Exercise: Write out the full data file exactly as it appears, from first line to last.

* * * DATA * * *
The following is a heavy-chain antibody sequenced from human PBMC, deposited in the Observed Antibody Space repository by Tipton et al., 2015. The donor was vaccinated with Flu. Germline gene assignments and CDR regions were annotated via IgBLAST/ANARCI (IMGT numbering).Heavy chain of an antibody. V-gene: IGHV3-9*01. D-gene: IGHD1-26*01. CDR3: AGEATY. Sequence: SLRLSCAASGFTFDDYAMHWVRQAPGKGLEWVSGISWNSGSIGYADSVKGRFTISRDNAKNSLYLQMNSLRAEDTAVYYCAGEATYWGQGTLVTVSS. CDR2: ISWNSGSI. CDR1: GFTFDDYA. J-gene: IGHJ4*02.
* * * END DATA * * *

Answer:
The following is a heavy-chain antibody sequenced from human PBMC, deposited in the Observed Antibody Space repository by Tipton et al., 2015. The donor was vaccinated with Flu. Germline gene assignments and CDR regions were annotated via IgBLAST/ANARCI (IMGT numbering).Heavy chain of an antibody. V-gene: IGHV3-9*01. D-gene: IGHD1-26*01. CDR3: AGEATY. Sequence: SLRLSCAASGFTFDDYAMHWVRQAPGKGLEWVSGISWNSGSIGYADSVKGRFTISRDNAKNSLYLQMNSLRAEDTAVYYCAGEATYWGQGTLVTVSS. CDR2: ISWNSGSI. CDR1: GFTFDDYA. J-gene: IGHJ4*02.